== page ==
I think they had enough men, but was short of trannies, so I voted for more shipping
A different World War II
Britain and France planned to send a expeditionary force to finland, which would bring them to war with both germany and the USSR.
If they did send a expeditionary force, how would the Winter War end? and also, how would the outside world (mainly japan and the US) react?
ABWorsham4 last edited by
Love the question, will need some time to ponder this.
A while back, I created a scenario in which the USSR was fighting against finland, britain and france in the winter war, and Japan strikes at south east asia, thinking the western powers are occupied with the winter war, so they don´t have resources to fight them.
The US does nothing as usual. (Japan has not invaded the phillipines here yet)
This could be a very interesting AAG40 variant.
If that happened, Hitler would send troops and push out the allies. At that point in the war UK could not really support any war in Finland in 1939-40 and would fail. AS far as Cooperation of Stalin and Hitler, it would not bring an alliance but just a temporary partnership like with Poland getting carved up. For Hitler and Stalin to gain a further understanding toward any military alliance, they would need to be on the same page for who has influence in Scandinavia and Romania. That meeting in December 1940 ended up in failure causing Hitler to make plans to attack Stalin the following year.
Britain and France planned to send a expeditionary force to finland, which would bring them to war with both germany and the USSR. If they did send a expeditionary force, how would the Winter War end? and also, how would the outside world (mainly japan and the US) react?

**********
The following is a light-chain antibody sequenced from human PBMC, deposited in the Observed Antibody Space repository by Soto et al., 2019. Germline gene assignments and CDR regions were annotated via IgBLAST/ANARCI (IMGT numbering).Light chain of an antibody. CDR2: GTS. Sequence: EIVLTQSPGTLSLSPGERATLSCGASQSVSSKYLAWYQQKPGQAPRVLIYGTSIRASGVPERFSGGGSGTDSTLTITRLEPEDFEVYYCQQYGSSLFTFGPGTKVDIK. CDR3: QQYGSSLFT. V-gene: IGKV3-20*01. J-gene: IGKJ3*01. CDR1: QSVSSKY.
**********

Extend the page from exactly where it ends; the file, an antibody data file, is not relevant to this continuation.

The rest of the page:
Britain’s expeditionary forces to Norway in 1940 and Greece in 1941 were humiliating failures that ended with Dunkirk-style evacuations (Dunkirk itself being the evacuation of another British expeditionary force), so I doubt that sending a Franco-British expeditionary force to Finland in 1939 would have been of much military help to the Finns against the Russians. What makes this scenario interesting, however, is that it might have scrambled the landscape of political alliances in various ways, with unpredictable consequences for the rest of the war. This was a time when alliances were still in flux – one example being Japan’s angry reaction to the signature in August 1939 of the Molotov-Ribbentrop Pact by Germany, which had co-signed with Japan the Anti-Comintern Pact of 1936. Japan had been defeated by Zhukov at Khalkhin Gol a few days before the Molotov-Ribbentrop Pact was signed, so it was furious to see Germany sign a non-aggression treaty with Russia. (Ironically, Japan did precisely the same thing in April 1941, seven months after the signing of the Tripartite Pact with Germany and Italy.)